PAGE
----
THE firm behind a failed plan to build a string of giant 150m wind turbines between Skelmorlie and Largs are investigating whether they can appeal the decision.
North Ayrshire Council unanimously rejected the turbine plan for the south east of Skelmorlie – but developer ERG Group and Rigghill Wind Farm Ltd have three months to challenge the call.
Survey works have been taking place on Routenburn Road, which would be the major access route for construction traffic, but locals have voiced concerns that three of its bridges are unsuitable for carrying heavy loads.
A spokesperson for Rigghill Wind Farm Ltd says the findings would be key to how they proceed.
They added: “ERG at present it keeping its options open with regards to appealing the council’s decision, hence why some survey works have been undertaken on site.
“No final decisions on the next steps have been made at this stage.” Rigghill is linking up with ERG, a European renewable power producer and leading independent operator for electricity from clean, renewable sources.
Resident Archie Burleigh, who lives at The Meigle in Skelmorlie, has alerted North Ayrshire Council to the survey works and says the area is unsuitable for such a venture.
He said: “During the last ten days, Pell Frischmann surveyors have been carrying out a detailed topographical survey of this road and in particular all permanent obstructions and features including overhanging trees and cables.
“I understand that this survey has been authorised by the proposed developer.
“North Ayrshire Council should pre-empt any appeal by the developer and carry out detailed bridge assessments of the entire route for itself.
“There are at least three original sandstone arches on the route and I fear that none of them will be suitable. These are at Routenburn Farm, the junction of Routenburn Road and St Phillan’s Road and 200 yards north of Wardbowie on the Meigle Road.”
Arthur Cowley, the council’s senior manager for engineering and commercial services, told the News no local authority cash will be spent probing the stability of the bridges.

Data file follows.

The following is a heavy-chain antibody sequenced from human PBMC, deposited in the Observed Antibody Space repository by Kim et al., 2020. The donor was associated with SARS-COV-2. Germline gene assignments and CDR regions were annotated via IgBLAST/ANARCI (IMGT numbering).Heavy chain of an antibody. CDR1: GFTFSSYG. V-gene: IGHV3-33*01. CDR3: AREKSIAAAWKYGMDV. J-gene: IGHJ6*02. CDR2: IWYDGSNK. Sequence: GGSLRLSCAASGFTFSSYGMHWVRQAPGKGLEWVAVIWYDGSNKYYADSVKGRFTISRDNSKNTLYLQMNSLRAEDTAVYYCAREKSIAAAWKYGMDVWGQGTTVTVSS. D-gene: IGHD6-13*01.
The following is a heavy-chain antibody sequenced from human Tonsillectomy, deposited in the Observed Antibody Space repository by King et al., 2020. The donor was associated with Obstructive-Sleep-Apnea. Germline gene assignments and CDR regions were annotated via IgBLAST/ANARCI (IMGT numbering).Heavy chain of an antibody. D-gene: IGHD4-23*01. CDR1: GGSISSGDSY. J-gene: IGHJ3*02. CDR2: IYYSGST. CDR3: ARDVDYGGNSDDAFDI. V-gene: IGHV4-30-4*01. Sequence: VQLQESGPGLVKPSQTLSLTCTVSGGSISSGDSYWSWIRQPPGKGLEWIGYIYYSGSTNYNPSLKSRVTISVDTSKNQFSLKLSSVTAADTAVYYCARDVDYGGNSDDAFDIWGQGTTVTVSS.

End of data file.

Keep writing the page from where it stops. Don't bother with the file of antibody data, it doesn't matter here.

He said: “I would be insistent that this be done at the expense of the developer and not the council. Currently I am not aware that there are any weight restrictions on that route.
“I don’t feel that it is an appropriate use of our resources in the circumstances.
“In any case, should the bridges be inadequate for any proposed loads, there is a very reasonable prospect on a large scale project, that the developer would pay to have the bridges strengthened as necessary.”
The council’s planning committee previously unanimously rejected the development at Rigghill after it was found to breach ten policies within the local development plan.
There were also concerns raised about the impact on tourism, land around Clyde Muirshiel Park and archaeological disruption. All of the community councils in the area also fought against the proposal.
At the time Rigghill Wind Farm Ltd said North Ayrshire Council’s rebuff was a ‘missed opportunity’ to tackle climate change.

SAS Volunteer

We publish content from 3rd party sources for educational purposes. We operate as a not-for-profit and do not make any revenue from the website. If you have content published on this site that you feel infringes your copyright please contact: to have the appropriate credit provided or the offending article removed.


Leave a Reply

Avatar placeholder

Your email address will not be published. Required fields are marked *